Talks at the work session centered around what is or isn’t changing next year, and the board announced that they’re dealing with a “maintenance of effort” budget that will retain all current programs and non-mandated activities. Class sizes are expected to average about 21 students.
“Yes, we are status quo for the upcoming year, and this is a great achievement. It’s an amazing feat compared to the rest of the state,” Vice President Patricia Rudd said.
Thursday, 06 March 2014 00:00
New Hyde Park Michael Castelli recently participated in the 32nd Black Belt Graduation at Charles Water Karate & Fitness, located at 122 Hillside Ave. in Williston Park. He graduated to first-degree black belt.
“Our studio teaches students how to defend themselves responsibly while instilling self-confidence, self-discipline and respect for others,” says Grandmaster Charles Water, owner and director of the school.
Students tested in October, successfully passed their exam recently and received their black belt certificates. “Who says that the youth of America are not committed? A healthy life style at the karate studio, mentally and physically is alive, well and working,” said Water.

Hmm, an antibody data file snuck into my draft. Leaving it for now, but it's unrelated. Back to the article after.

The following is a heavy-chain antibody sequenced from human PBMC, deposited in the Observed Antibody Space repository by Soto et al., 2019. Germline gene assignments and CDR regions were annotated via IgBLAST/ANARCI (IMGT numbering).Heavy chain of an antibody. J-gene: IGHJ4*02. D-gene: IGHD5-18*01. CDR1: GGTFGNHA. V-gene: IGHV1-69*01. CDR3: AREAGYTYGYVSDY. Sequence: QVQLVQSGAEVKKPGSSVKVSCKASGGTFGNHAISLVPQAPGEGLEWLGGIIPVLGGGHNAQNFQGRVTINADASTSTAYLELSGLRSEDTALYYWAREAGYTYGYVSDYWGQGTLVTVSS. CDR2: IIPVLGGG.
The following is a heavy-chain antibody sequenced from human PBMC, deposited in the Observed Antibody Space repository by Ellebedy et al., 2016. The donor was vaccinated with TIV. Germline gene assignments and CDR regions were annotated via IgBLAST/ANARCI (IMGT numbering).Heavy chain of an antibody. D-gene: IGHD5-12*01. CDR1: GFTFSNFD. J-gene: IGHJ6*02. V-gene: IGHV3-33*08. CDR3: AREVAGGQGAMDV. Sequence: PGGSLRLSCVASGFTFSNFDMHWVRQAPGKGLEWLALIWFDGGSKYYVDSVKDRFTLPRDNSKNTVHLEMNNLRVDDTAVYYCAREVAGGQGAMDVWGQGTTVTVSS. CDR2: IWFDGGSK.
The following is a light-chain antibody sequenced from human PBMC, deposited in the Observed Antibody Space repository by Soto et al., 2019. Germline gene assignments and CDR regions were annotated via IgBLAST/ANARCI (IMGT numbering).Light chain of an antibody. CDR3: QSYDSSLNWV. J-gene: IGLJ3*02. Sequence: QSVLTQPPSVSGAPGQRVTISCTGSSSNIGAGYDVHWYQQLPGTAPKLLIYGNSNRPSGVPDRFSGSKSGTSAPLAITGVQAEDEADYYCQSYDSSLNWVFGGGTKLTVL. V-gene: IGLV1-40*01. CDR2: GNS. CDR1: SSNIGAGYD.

Thursday, 06 March 2014 00:00
After missing the playoffs two straight years, the Sewanhaka Indians Boys lacrosse team will face tougher odds if it hopes to advance to postseason play in 2014.
The Indians, who start their season March 24 at Oyster Bay, will be playing out of Section 8, Nassau Conference II (Class B) this year; a bump up from their usual spot in Nassau Conference III (Class C). Typically, the schools are divided by enrollment.
“There are no gimmies in this league,” said nine-year coach Peter Burgess. “We were the last team to make this league in terms of population. They kind of drew the line below us. So we’re the smallest school in the league.”
Burgess said another obstacle for the Indians will be facing teams that they have no experience playing before.